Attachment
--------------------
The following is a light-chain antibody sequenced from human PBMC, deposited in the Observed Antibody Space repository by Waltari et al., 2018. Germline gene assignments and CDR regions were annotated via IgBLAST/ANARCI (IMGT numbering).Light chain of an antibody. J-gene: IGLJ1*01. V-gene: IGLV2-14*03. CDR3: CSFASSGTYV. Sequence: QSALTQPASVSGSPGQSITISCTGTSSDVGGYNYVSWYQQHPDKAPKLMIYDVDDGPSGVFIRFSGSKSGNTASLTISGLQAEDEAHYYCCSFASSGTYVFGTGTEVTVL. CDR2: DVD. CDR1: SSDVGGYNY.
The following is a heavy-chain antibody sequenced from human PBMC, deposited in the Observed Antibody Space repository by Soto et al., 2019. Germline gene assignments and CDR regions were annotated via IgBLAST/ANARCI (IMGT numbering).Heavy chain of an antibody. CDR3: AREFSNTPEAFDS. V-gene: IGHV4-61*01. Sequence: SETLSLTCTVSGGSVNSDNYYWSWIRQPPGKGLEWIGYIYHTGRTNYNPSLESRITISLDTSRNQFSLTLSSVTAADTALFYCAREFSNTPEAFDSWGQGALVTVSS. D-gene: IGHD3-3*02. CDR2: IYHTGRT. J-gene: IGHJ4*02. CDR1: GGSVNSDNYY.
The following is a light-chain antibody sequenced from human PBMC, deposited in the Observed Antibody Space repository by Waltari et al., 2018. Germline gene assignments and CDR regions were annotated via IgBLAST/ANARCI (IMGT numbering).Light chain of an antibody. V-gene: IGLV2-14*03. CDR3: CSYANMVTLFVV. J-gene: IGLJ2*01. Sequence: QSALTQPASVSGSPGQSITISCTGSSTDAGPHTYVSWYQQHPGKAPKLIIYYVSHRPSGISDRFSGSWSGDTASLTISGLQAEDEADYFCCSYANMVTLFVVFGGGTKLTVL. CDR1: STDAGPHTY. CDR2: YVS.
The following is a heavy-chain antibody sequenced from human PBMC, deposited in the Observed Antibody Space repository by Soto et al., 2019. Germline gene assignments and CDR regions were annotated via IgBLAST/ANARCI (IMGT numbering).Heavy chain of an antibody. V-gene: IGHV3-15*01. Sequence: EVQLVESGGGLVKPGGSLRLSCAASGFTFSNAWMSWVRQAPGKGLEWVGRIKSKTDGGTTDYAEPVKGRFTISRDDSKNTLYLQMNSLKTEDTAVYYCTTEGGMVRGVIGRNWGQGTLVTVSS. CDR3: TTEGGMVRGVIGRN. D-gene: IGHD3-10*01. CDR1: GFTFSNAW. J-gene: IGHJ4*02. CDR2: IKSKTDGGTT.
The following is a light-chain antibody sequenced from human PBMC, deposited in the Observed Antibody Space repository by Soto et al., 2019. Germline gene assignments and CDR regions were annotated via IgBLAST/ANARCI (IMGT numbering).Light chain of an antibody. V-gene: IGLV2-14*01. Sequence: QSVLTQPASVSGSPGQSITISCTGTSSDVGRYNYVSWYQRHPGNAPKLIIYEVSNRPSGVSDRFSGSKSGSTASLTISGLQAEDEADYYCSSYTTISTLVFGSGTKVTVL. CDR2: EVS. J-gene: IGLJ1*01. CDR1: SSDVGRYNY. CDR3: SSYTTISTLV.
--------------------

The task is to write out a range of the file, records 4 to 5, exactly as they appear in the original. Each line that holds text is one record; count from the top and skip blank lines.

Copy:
The following is a heavy-chain antibody sequenced from human PBMC, deposited in the Observed Antibody Space repository by Soto et al., 2019. Germline gene assignments and CDR regions were annotated via IgBLAST/ANARCI (IMGT numbering).Heavy chain of an antibody. V-gene: IGHV3-15*01. Sequence: EVQLVESGGGLVKPGGSLRLSCAASGFTFSNAWMSWVRQAPGKGLEWVGRIKSKTDGGTTDYAEPVKGRFTISRDDSKNTLYLQMNSLKTEDTAVYYCTTEGGMVRGVIGRNWGQGTLVTVSS. CDR3: TTEGGMVRGVIGRN. D-gene: IGHD3-10*01. CDR1: GFTFSNAW. J-gene: IGHJ4*02. CDR2: IKSKTDGGTT.
The following is a light-chain antibody sequenced from human PBMC, deposited in the Observed Antibody Space repository by Soto et al., 2019. Germline gene assignments and CDR regions were annotated via IgBLAST/ANARCI (IMGT numbering).Light chain of an antibody. V-gene: IGLV2-14*01. Sequence: QSVLTQPASVSGSPGQSITISCTGTSSDVGRYNYVSWYQRHPGNAPKLIIYEVSNRPSGVSDRFSGSKSGSTASLTISGLQAEDEADYYCSSYTTISTLVFGSGTKVTVL. CDR2: EVS. J-gene: IGLJ1*01. CDR1: SSDVGRYNY. CDR3: SSYTTISTLV.